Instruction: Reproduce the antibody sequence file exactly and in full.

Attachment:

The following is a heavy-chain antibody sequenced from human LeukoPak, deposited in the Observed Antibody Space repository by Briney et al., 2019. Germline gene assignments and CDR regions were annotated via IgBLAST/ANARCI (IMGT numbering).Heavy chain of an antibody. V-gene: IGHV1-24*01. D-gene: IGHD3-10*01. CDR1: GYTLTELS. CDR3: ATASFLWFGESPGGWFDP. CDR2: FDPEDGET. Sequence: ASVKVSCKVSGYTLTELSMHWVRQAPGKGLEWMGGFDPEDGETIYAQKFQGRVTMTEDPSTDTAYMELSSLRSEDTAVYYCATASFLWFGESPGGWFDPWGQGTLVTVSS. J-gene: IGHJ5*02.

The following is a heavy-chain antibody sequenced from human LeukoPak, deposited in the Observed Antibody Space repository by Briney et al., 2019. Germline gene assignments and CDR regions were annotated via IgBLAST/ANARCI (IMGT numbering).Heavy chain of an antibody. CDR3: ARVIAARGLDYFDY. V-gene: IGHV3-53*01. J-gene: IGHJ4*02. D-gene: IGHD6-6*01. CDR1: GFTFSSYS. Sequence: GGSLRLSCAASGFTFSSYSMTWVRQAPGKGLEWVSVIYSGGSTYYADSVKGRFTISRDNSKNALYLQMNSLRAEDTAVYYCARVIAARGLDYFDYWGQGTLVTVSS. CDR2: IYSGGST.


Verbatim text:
The following is a heavy-chain antibody sequenced from human LeukoPak, deposited in the Observed Antibody Space repository by Briney et al., 2019. Germline gene assignments and CDR regions were annotated via IgBLAST/ANARCI (IMGT numbering).Heavy chain of an antibody. V-gene: IGHV1-24*01. D-gene: IGHD3-10*01. CDR1: GYTLTELS. CDR3: ATASFLWFGESPGGWFDP. CDR2: FDPEDGET. Sequence: ASVKVSCKVSGYTLTELSMHWVRQAPGKGLEWMGGFDPEDGETIYAQKFQGRVTMTEDPSTDTAYMELSSLRSEDTAVYYCATASFLWFGESPGGWFDPWGQGTLVTVSS. J-gene: IGHJ5*02.

The following is a heavy-chain antibody sequenced from human LeukoPak, deposited in the Observed Antibody Space repository by Briney et al., 2019. Germline gene assignments and CDR regions were annotated via IgBLAST/ANARCI (IMGT numbering).Heavy chain of an antibody. CDR3: ARVIAARGLDYFDY. V-gene: IGHV3-53*01. J-gene: IGHJ4*02. D-gene: IGHD6-6*01. CDR1: GFTFSSYS. Sequence: GGSLRLSCAASGFTFSSYSMTWVRQAPGKGLEWVSVIYSGGSTYYADSVKGRFTISRDNSKNALYLQMNSLRAEDTAVYYCARVIAARGLDYFDYWGQGTLVTVSS. CDR2: IYSGGST.